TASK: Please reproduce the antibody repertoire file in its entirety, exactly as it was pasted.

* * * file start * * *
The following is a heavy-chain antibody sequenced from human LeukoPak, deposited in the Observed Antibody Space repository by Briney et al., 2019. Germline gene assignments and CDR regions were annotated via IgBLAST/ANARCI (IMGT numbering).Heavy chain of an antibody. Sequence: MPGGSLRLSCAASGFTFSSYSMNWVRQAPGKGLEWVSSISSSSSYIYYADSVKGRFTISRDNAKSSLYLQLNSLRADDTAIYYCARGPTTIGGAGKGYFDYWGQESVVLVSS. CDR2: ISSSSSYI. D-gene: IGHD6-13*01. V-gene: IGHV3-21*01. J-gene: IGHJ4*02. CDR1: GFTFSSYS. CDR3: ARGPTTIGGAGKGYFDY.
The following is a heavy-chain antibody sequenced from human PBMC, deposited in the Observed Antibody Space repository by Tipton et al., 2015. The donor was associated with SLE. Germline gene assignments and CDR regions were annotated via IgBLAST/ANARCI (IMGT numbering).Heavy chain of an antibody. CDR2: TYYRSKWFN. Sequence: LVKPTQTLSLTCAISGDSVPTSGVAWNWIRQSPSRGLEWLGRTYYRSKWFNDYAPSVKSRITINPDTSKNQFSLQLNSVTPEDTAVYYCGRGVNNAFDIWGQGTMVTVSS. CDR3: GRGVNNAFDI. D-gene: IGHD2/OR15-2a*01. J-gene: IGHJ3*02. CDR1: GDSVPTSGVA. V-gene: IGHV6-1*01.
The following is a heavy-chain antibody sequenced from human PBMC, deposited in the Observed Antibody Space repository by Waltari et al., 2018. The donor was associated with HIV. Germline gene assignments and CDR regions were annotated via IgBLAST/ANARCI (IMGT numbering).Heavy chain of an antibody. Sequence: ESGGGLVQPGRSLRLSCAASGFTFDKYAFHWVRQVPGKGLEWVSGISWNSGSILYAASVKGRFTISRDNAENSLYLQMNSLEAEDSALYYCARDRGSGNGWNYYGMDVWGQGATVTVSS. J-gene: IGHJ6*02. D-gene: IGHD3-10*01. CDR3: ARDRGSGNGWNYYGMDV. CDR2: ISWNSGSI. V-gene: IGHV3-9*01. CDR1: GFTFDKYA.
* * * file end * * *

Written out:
The following is a heavy-chain antibody sequenced from human LeukoPak, deposited in the Observed Antibody Space repository by Briney et al., 2019. Germline gene assignments and CDR regions were annotated via IgBLAST/ANARCI (IMGT numbering).Heavy chain of an antibody. Sequence: MPGGSLRLSCAASGFTFSSYSMNWVRQAPGKGLEWVSSISSSSSYIYYADSVKGRFTISRDNAKSSLYLQLNSLRADDTAIYYCARGPTTIGGAGKGYFDYWGQESVVLVSS. CDR2: ISSSSSYI. D-gene: IGHD6-13*01. V-gene: IGHV3-21*01. J-gene: IGHJ4*02. CDR1: GFTFSSYS. CDR3: ARGPTTIGGAGKGYFDY.
The following is a heavy-chain antibody sequenced from human PBMC, deposited in the Observed Antibody Space repository by Tipton et al., 2015. The donor was associated with SLE. Germline gene assignments and CDR regions were annotated via IgBLAST/ANARCI (IMGT numbering).Heavy chain of an antibody. CDR2: TYYRSKWFN. Sequence: LVKPTQTLSLTCAISGDSVPTSGVAWNWIRQSPSRGLEWLGRTYYRSKWFNDYAPSVKSRITINPDTSKNQFSLQLNSVTPEDTAVYYCGRGVNNAFDIWGQGTMVTVSS. CDR3: GRGVNNAFDI. D-gene: IGHD2/OR15-2a*01. J-gene: IGHJ3*02. CDR1: GDSVPTSGVA. V-gene: IGHV6-1*01.
The following is a heavy-chain antibody sequenced from human PBMC, deposited in the Observed Antibody Space repository by Waltari et al., 2018. The donor was associated with HIV. Germline gene assignments and CDR regions were annotated via IgBLAST/ANARCI (IMGT numbering).Heavy chain of an antibody. Sequence: ESGGGLVQPGRSLRLSCAASGFTFDKYAFHWVRQVPGKGLEWVSGISWNSGSILYAASVKGRFTISRDNAENSLYLQMNSLEAEDSALYYCARDRGSGNGWNYYGMDVWGQGATVTVSS. J-gene: IGHJ6*02. D-gene: IGHD3-10*01. CDR3: ARDRGSGNGWNYYGMDV. CDR2: ISWNSGSI. V-gene: IGHV3-9*01. CDR1: GFTFDKYA.